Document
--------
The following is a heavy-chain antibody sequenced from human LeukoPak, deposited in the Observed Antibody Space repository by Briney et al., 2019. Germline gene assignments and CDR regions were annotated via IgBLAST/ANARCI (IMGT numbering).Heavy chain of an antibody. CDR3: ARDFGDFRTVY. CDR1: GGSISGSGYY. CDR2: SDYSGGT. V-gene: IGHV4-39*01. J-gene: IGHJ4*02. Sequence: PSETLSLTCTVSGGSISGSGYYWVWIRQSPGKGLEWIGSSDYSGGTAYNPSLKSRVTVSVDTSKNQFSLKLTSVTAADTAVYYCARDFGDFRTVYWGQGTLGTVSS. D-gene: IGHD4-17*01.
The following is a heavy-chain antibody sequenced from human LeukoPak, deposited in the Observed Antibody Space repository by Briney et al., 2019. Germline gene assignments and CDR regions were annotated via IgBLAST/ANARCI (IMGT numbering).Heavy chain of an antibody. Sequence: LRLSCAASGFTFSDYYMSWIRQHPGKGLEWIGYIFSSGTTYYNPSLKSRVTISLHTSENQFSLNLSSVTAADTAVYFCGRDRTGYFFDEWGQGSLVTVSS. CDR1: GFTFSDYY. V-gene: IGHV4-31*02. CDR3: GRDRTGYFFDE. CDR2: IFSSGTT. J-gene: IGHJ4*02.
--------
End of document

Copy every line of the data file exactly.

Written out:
The following is a heavy-chain antibody sequenced from human LeukoPak, deposited in the Observed Antibody Space repository by Briney et al., 2019. Germline gene assignments and CDR regions were annotated via IgBLAST/ANARCI (IMGT numbering).Heavy chain of an antibody. CDR3: ARDFGDFRTVY. CDR1: GGSISGSGYY. CDR2: SDYSGGT. V-gene: IGHV4-39*01. J-gene: IGHJ4*02. Sequence: PSETLSLTCTVSGGSISGSGYYWVWIRQSPGKGLEWIGSSDYSGGTAYNPSLKSRVTVSVDTSKNQFSLKLTSVTAADTAVYYCARDFGDFRTVYWGQGTLGTVSS. D-gene: IGHD4-17*01.
The following is a heavy-chain antibody sequenced from human LeukoPak, deposited in the Observed Antibody Space repository by Briney et al., 2019. Germline gene assignments and CDR regions were annotated via IgBLAST/ANARCI (IMGT numbering).Heavy chain of an antibody. Sequence: LRLSCAASGFTFSDYYMSWIRQHPGKGLEWIGYIFSSGTTYYNPSLKSRVTISLHTSENQFSLNLSSVTAADTAVYFCGRDRTGYFFDEWGQGSLVTVSS. CDR1: GFTFSDYY. V-gene: IGHV4-31*02. CDR3: GRDRTGYFFDE. CDR2: IFSSGTT. J-gene: IGHJ4*02.